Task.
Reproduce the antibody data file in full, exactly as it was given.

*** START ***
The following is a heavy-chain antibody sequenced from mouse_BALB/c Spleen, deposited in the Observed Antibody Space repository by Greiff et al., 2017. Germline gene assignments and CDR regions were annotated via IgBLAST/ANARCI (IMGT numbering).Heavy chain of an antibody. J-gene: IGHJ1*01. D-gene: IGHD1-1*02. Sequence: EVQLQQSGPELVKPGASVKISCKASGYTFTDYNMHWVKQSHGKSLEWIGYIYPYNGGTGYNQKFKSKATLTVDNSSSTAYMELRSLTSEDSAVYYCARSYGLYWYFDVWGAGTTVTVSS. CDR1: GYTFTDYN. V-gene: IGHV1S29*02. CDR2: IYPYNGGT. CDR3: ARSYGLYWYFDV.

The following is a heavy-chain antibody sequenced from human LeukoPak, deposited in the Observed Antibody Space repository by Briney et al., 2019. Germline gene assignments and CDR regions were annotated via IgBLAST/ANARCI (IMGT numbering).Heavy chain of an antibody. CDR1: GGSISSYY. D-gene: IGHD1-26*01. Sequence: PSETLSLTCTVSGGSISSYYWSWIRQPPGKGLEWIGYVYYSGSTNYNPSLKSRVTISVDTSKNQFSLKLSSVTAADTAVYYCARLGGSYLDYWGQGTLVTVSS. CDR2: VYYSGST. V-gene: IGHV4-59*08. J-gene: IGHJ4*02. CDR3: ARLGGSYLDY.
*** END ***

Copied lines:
The following is a heavy-chain antibody sequenced from mouse_BALB/c Spleen, deposited in the Observed Antibody Space repository by Greiff et al., 2017. Germline gene assignments and CDR regions were annotated via IgBLAST/ANARCI (IMGT numbering).Heavy chain of an antibody. J-gene: IGHJ1*01. D-gene: IGHD1-1*02. Sequence: EVQLQQSGPELVKPGASVKISCKASGYTFTDYNMHWVKQSHGKSLEWIGYIYPYNGGTGYNQKFKSKATLTVDNSSSTAYMELRSLTSEDSAVYYCARSYGLYWYFDVWGAGTTVTVSS. CDR1: GYTFTDYN. V-gene: IGHV1S29*02. CDR2: IYPYNGGT. CDR3: ARSYGLYWYFDV.

The following is a heavy-chain antibody sequenced from human LeukoPak, deposited in the Observed Antibody Space repository by Briney et al., 2019. Germline gene assignments and CDR regions were annotated via IgBLAST/ANARCI (IMGT numbering).Heavy chain of an antibody. CDR1: GGSISSYY. D-gene: IGHD1-26*01. Sequence: PSETLSLTCTVSGGSISSYYWSWIRQPPGKGLEWIGYVYYSGSTNYNPSLKSRVTISVDTSKNQFSLKLSSVTAADTAVYYCARLGGSYLDYWGQGTLVTVSS. CDR2: VYYSGST. V-gene: IGHV4-59*08. J-gene: IGHJ4*02. CDR3: ARLGGSYLDY.